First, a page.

10. ^ Brown, Joe (4 November 1984). "Say It Again, Frankie". Washington Post. ISSN 0190-8286. Retrieved 1 June 2021.
  11. ^ a b "My father, the invisible man". The Guardian. 11 June 2000. Retrieved 7 January 2022.
  12. ^ "... John Surman" The Guardian 26 March 2010 Retrieved 11 October 2011
  13. ^ "THE ELECTRICITY CLUB – CLAUDIA BRUCKEN INTERVIEW". Archived from the original on 10 March 2012. Retrieved 4 July 2015.
  14. ^ "Profile: Carol Morley". The List. 9 December 2011. Retrieved 4 July 2015.
  15. ^ "The Quietus – News – LISTEN: Desperate Journalist – Organ". The Quietus. Retrieved 4 July 2015.
  16. ^
  17. ^ Sarah Crompton (2 July 2013). "The North (And Almost Everything in It) by Paul Morley, review". The Daily Telegraph. Retrieved 4 July 2015.
  18. ^ Eagleton, Terry (13 June 2013). "The North (And Almost Everything In it) by Paul Morley – review". The Guardian. ISSN 0261-3077. Retrieved 4 March 2020.
  19. ^ "Paperback review: Earthbound, By Paul Morely". The Independent. 18 May 2013. Retrieved 4 July 2015.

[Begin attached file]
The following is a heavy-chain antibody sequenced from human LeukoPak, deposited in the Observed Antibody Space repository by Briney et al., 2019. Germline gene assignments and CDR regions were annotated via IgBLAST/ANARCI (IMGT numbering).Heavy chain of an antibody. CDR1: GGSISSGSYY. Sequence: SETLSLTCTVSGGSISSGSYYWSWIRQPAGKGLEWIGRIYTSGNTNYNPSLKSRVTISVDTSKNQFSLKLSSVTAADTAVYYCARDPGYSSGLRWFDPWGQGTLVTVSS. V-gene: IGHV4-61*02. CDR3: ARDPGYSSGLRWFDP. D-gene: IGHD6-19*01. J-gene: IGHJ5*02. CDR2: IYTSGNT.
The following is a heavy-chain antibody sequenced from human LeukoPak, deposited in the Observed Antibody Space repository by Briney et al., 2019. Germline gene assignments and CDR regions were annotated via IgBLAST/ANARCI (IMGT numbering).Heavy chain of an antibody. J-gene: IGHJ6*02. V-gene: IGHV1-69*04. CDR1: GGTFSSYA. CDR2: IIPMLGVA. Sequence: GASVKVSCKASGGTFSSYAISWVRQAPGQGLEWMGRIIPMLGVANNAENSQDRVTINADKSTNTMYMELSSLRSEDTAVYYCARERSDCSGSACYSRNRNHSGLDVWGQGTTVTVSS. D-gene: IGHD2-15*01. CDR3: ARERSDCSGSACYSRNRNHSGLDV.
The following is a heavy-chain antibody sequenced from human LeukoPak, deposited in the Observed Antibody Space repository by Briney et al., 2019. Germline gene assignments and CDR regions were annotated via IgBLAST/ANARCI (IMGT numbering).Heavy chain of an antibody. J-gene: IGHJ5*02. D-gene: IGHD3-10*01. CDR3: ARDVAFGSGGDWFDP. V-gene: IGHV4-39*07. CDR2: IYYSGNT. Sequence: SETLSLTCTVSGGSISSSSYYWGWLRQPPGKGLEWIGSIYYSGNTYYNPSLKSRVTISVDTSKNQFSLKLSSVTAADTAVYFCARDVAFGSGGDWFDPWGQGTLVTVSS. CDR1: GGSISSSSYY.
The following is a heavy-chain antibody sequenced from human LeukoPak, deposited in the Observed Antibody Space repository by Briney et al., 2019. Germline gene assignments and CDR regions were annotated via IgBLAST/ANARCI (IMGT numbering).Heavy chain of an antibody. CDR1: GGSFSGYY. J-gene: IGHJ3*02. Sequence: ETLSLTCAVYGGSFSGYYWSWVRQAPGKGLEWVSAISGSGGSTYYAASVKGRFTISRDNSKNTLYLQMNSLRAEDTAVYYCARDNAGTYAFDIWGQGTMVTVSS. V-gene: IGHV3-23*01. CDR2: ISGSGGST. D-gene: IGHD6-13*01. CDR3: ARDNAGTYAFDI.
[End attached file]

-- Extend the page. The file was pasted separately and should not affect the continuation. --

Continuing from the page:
20. ^ "The North (and Almost Everything in It), By Paul Morley". The Independent. 7 June 2013. Archived from the original on 25 May 2022. Retrieved 4 March 2020.
  21. ^ Martin, Andrew. "From here to Wigan Pier". Archived from the original on 10 December 2022. Retrieved 4 March 2020.
  22. ^ "The Awfully Big Adventure: Michael Jackson in the Afterlife by Paul Morley – review". The Guardian. 24 March 2019. Retrieved 29 August 2020.
  23. ^ "A Sound Mind by Paul Morley review – a musical odyssey". The Guardian. 18 October 2020. Retrieved 7 January 2022.
  24. ^ "Paul Morley's A Sound Mind is an intimidating history of classical music". New Statesman. 17 March 2021. Retrieved 7 January 2022.
  25. ^ Rockwell, John (19 November 2020). "A Lifelong Rock Critic Goes Back to the Actual Classics". The New York Times. ISSN 0362-4331. Retrieved 7 January 2022.
  26. ^ "You Lose Yourself, You Reappear is a Bob Dylan biography that is both silly and profound". 6 May 2021. Retrieved 7 January 2022.
  27. ^ "From Manchester With Love by Paul Morley review – an epic life of Tony Wilson". The Guardian. 25 October 2021. Retrieved 7 January 2022.
  28. ^ Segal, Victoria. "From Manchester with Love by Paul Morley review — an eye-opening biography on the life of Tony Wilson". The Times. ISSN 0140-0460. Retrieved 7 January 2022.